Real-world data support early insulin pump initiation in children
medwireNews: Starting children on an insulin pump within 6 months of type 1 diabetes diagnosis is associated with improved outcomes relative to delaying for 2 or 3 years, shows an analysis of data from the DPV registry.
The study included 8332 children, diagnosed between 6 months and 15 years of age (median=6.1 years), in 311 diabetes centers in Germany, Austria, Switzerland, and Luxembourg.
The 48.1% of participants given a pump within 6 months of diagnosis were markedly younger than the 51.9% in whom pump therapy was not started until the second or third year after diagnosis, at a median of 3.6 versus 9.0 years.
Clemens Kamrath (Justus Liebig University, Giessen, Germany) and study co-authors say this is in line with guideline recommendations to use insulin pumps in very young children “and consistent with other reports that have shown highest use of technical devices in preschool children.”
Of note, these children were significantly less likely to discontinue pump use than those who started using it later, at 8.1% versus 14.1%.
During follow-up, children in the early pump therapy group had slightly but significantly lower glycated hemoglobin (HbA1c) levels than those in the delayed group, at 7.9% (62.6 mmol/mol) versus 8.0% (64.1 mmol/mol), after adjustment for factors including age at diabetes onset, sex, socioeconomic factors, diabetes duration, and continuous glucose monitoring use.
Early pump therapy was also associated with slightly but significantly lower systolic blood pressure, at 117.6 versus 118.5 mmHg.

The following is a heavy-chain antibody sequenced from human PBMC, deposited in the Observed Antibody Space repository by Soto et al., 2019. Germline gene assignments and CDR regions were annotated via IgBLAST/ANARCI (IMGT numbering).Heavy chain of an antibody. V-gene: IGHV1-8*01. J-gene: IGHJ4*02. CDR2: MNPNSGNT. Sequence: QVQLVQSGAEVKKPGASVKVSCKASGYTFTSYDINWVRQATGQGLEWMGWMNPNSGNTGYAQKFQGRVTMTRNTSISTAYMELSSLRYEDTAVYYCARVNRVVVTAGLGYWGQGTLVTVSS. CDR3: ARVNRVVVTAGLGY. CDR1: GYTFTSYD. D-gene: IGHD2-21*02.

Kamrath et al stress that, although the HbA1c and blood pressure differences are small, “it is important to note that each 0.09% (1 mmol/mol) increase in HbA1c is associated with [a] 2% higher relative risk for death and that each 1 mm Hg increase in systolic blood pressure is associated with a 1.5% higher relative risk for stroke in patients with type 1 diabetes.”
Children given early pump therapy also had a slightly improved lipid profile, compared with the later adopters, resulting from higher levels of high-density lipoprotein cholesterol.
And early pump therapy was also associated with a reduced risk for acute diabetes complications, the researchers report in The Lancet Child & Adolescent Health.
Rates of severe hypoglycemia did not differ significantly between the two groups, although the incidence rate ratio (IRR) of 0.86 tended to favor early pump use, especially for children aged 11–15 years. But there was a significant reduction in hypoglycemic coma risk in the early versus late pump group, at an IRR of 0.44 with the effect again most striking in the 11–15-year age group.
“The reduction of hypoglycaemic coma in this study is of particular clinical relevance, because severe hypoglycaemia with coma is associated with a real risk of morbidity and mortality in children, and children with type 1 diabetes have an increased risk of long-term neurocognitive deficits due to severe hypoglycaemia in the developing brain,” write the researchers.
They highlight that the use of continuous glucose monitoring was similar between the groups after accounting for age, and therefore did not account for the differences in hypoglycemic coma.
The IRR of diabetic ketoacidosis did not differ according to timing of pump initiation, but early initiation was associated with significantly fewer days in hospital for diabetes, especially for children younger than 6 years and those aged 11–15 years.
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